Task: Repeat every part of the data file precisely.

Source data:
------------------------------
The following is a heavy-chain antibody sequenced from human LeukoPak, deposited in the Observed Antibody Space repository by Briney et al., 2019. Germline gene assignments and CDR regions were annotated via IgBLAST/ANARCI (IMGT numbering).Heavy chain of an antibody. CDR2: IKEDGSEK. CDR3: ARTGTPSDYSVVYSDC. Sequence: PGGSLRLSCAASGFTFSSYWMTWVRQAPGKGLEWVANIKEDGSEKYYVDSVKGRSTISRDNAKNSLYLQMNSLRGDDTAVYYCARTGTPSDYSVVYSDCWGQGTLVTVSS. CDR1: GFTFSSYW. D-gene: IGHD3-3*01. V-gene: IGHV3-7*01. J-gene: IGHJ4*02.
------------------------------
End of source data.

The following is a heavy-chain antibody sequenced from human LeukoPak, deposited in the Observed Antibody Space repository by Briney et al., 2019. Germline gene assignments and CDR regions were annotated via IgBLAST/ANARCI (IMGT numbering).Heavy chain of an antibody. CDR2: IKEDGSEK. CDR3: ARTGTPSDYSVVYSDC. Sequence: PGGSLRLSCAASGFTFSSYWMTWVRQAPGKGLEWVANIKEDGSEKYYVDSVKGRSTISRDNAKNSLYLQMNSLRGDDTAVYYCARTGTPSDYSVVYSDCWGQGTLVTVSS. CDR1: GFTFSSYW. D-gene: IGHD3-3*01. V-gene: IGHV3-7*01. J-gene: IGHJ4*02.